Scottish Marine and Freshwater Science Vol 7 No 20
Since the last comprehensive assessment of grey seal diet around Britain in 2002, grey seal numbers have continued to rise in the North Sea while harbour seal numbers have declined in Shetland, Orkney and southeast Scotland. Stocks of gadid fish have also declined. In this report on task CSD3.3 of the MMSS/001/11 programme, grey seal diet is reassessed in 2010/11 and compared to previous assessments in 1985 and 2002, and estimates of prey consumed by grey seals are compared with fish stock sizes to estimate percent predation mortality. In this report on task CSD3 of the MMSS/001/11 programme, work to address the following objectives is described: • Estimate grey seal diet composition in 2010/11, regionally and seasonally; • Assess how diet around Britain in 2010/11 has changed compared to 1985 and 2002; • Estimate grey seal prey consumption in 2010/11, regionally; • Assess how consumption by seals as a percentage of estimated stock size of commercially important fish stocks in the North Sea (ICES Subarea IV) and west of Scotland (ICES Division VIa) has changed in 2010/11 compared to 1985 and 2002.
Data and Resources
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2010-01-01 to 2016-07-30
UK Open Government Licence (OGL)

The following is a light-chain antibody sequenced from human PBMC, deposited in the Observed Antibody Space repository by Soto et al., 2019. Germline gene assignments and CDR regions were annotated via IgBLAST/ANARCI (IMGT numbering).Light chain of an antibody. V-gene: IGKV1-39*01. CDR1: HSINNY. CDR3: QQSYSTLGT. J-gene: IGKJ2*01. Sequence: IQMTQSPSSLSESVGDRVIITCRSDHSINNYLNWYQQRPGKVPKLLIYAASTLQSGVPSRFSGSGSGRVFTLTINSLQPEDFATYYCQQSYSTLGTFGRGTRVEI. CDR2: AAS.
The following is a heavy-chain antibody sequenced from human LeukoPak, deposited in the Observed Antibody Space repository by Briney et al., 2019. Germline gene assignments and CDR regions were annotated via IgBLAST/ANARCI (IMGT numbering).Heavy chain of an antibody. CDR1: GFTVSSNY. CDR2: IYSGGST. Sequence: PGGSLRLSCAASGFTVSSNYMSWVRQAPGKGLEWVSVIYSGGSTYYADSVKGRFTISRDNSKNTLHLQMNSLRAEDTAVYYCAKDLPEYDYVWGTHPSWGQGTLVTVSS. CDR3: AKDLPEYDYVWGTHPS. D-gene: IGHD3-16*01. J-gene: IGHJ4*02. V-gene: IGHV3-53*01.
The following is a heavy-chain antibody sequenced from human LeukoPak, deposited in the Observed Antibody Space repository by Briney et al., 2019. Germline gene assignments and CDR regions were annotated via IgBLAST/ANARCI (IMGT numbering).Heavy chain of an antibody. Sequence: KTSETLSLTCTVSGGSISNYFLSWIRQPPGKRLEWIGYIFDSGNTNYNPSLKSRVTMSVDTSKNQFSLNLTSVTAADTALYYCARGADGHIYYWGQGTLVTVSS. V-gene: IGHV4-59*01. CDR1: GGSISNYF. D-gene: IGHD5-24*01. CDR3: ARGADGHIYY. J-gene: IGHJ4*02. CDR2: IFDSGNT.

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Diet composition and prey consumption were estimated using scat sampling methods as previously used in 1985 and 2002 and as described in detail in previous reports to Defra and Scottish Government (Hammond and Grellier 2006, Hammond and Harris 2006). Scats were collected on a quarterly basis for one year in 2010/11 around Scotland and along the east coast of England. Fish otoliths and cephalopod beaks recovered from scats were identified and measured, corrected for partial and complete digestion using experimentally derived coefficients, and the data used to estimate the contribution of each prey species to the diet as a proportion of the total estimated weight consumed. Diet composition was estimated regionally (Inner Hebrides, Outer Hebrides, Shetland, Orkney and northern North Sea, central North Sea and southern North Sea) and seasonally. Diet composition results were used to estimate the amount consumed of each prey species, assuming that grey seals, on average, met their estimated energy requirements. Annual consumption estimates were compared with the estimated size of stocks assessed by ICES in Subarea IV (North Sea) and Division VIa (west of Scotland). Results for 2010/11 were compared with those previously presented for 1985 and 2002.
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